It is the custom in these regions not to store food to warm on erev Yom Kippur, to be used at the conclusion of Yom Kippur, as it is done on erev Shabbos for Shabbos, because it is equivalent preparing food on Yom Kippur for the weekday; and it also gives the impression of gluttony.


It is written, (Isaiah 58:13), "The holy [day] of Hashem should be honored" and the Sages explain that this refers to Yom Kippur for on that day there is no eating or drinking. It is a mitzvah to honor this day with clean clothes and with candlelight. Therefore, in the synagogue we spread beautiful covers and light many candles, which are called "honor", as it is said. "Honor Hashem, ba'urim," (Isaiah 58:13) and the Targum translated it, "Honor Hashem with lights." Before twilight, the tables should he covered with cloths, and candles should be lit in the house, as on erev Shabbos. A candle should be lit in the bedroom to prevent the occurence of marital relations... Over the candles, the berachah Lehadlik neir shel Yom haKippurim is said [to kindle the light of Yom Kippur]. If Yom Kippur occurs on Shabbos, the berachah, Lehadlik Neir shel Shabbos and Yom Kippur is said. (Concerning the berachah of Shehecheyanu see Chapter 103:4 above)


It is the custom to put on a kittel (white robe) which is a garment of the dead. The wearing of such a garment causes the heart of man to be subdued and broken. A mourner may also wear a kittel. Since it is a garment that is worn only at prayer, you should not wear it in the bathroom. Women, too, should wear clean, white clothes in honor of the day; but they should not wear jewelry, because of the awe of judgement.


It is customary for the father and mother to bless their sons and daughters before going to the synagogue, because the holiness of the day has already begun, and the Gates of Compassion are already open. They implore in this blessing that the children should be sealed for good life, and that their hearts be steadfast in the fear of God, and they should plead, with tearful eyes, that their prayers be accepted. The children will also be inspired and resolve to walk in the ways of the righteous and follow the path of the just. Some people visit their relatives who are Torah scholars and righteous men to receive blessings from them, and ask them to pray for them on the holy and awesome day. You should do this early, while it is still the middle of the day, for towards evening everyone should be ready to receive the holy day in a quiet and serene frame of mind. The text for blessing the children is: Yesimecha [May God make you] etc., Yevarechecha [May God bless you] etc., and everyone may add to this prayer according to his eloquence of speech. It is proper to say also the following prayer: May it be the will of our Father in heaven to place in your heart love and fear of Him, and may the fear of God be upon your face all the days of your life, so that you will not sin. May your desire be for Torah and mitzvos. May your eyes look straightforward, may your mouth speak wisdom, and your heart meditate with reverence. May your hands be engaged in the performance of mitzvos; may your feet hasten to do the will of your Father in heaven. May He grant you righteous sons and daughters occupying themselves with Torah and mitzvos all their days. May your wellspring be blessed, [May you be blessed with many children]. May He grant that your livelihood, come with honesty, ease, and abundance, from His generous hand, and not from the gifts of men; a livelihood that will free you to serve God. May you be inscribed and sealed for a good and long life among all the righteous of Israel. Amein.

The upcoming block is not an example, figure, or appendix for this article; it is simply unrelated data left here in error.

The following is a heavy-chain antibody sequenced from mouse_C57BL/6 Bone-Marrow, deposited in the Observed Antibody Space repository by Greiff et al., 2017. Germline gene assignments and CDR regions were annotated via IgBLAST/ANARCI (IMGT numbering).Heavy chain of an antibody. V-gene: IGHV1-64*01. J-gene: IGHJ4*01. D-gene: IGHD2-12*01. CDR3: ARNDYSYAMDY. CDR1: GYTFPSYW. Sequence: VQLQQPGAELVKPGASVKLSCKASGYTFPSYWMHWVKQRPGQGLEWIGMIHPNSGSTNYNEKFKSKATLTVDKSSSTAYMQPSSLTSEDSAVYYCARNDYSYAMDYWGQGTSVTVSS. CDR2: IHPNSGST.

It is customary to put on the tallis. You should be careful to put it on while it is still day, and to say the berachah over it. But if you waited [to put it on until twilight you should not say the berachah.